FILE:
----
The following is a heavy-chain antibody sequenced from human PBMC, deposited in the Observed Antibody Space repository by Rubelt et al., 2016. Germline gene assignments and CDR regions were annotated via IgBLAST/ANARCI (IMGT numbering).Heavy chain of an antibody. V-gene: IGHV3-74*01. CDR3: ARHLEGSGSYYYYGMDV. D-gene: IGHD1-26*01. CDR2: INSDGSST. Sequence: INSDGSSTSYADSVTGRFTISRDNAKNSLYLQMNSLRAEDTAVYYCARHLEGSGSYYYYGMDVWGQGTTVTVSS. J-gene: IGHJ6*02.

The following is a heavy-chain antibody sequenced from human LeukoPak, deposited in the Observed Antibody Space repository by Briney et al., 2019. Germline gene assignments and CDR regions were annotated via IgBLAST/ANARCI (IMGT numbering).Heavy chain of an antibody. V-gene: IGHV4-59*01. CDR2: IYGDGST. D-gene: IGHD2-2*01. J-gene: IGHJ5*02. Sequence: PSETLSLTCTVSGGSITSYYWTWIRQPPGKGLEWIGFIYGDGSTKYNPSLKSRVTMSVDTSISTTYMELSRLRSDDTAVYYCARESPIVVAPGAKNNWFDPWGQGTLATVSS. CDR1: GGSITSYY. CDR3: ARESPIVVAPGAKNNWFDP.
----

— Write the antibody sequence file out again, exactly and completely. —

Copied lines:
The following is a heavy-chain antibody sequenced from human PBMC, deposited in the Observed Antibody Space repository by Rubelt et al., 2016. Germline gene assignments and CDR regions were annotated via IgBLAST/ANARCI (IMGT numbering).Heavy chain of an antibody. V-gene: IGHV3-74*01. CDR3: ARHLEGSGSYYYYGMDV. D-gene: IGHD1-26*01. CDR2: INSDGSST. Sequence: INSDGSSTSYADSVTGRFTISRDNAKNSLYLQMNSLRAEDTAVYYCARHLEGSGSYYYYGMDVWGQGTTVTVSS. J-gene: IGHJ6*02.

The following is a heavy-chain antibody sequenced from human LeukoPak, deposited in the Observed Antibody Space repository by Briney et al., 2019. Germline gene assignments and CDR regions were annotated via IgBLAST/ANARCI (IMGT numbering).Heavy chain of an antibody. V-gene: IGHV4-59*01. CDR2: IYGDGST. D-gene: IGHD2-2*01. J-gene: IGHJ5*02. Sequence: PSETLSLTCTVSGGSITSYYWTWIRQPPGKGLEWIGFIYGDGSTKYNPSLKSRVTMSVDTSISTTYMELSRLRSDDTAVYYCARESPIVVAPGAKNNWFDPWGQGTLATVSS. CDR1: GGSITSYY. CDR3: ARESPIVVAPGAKNNWFDP.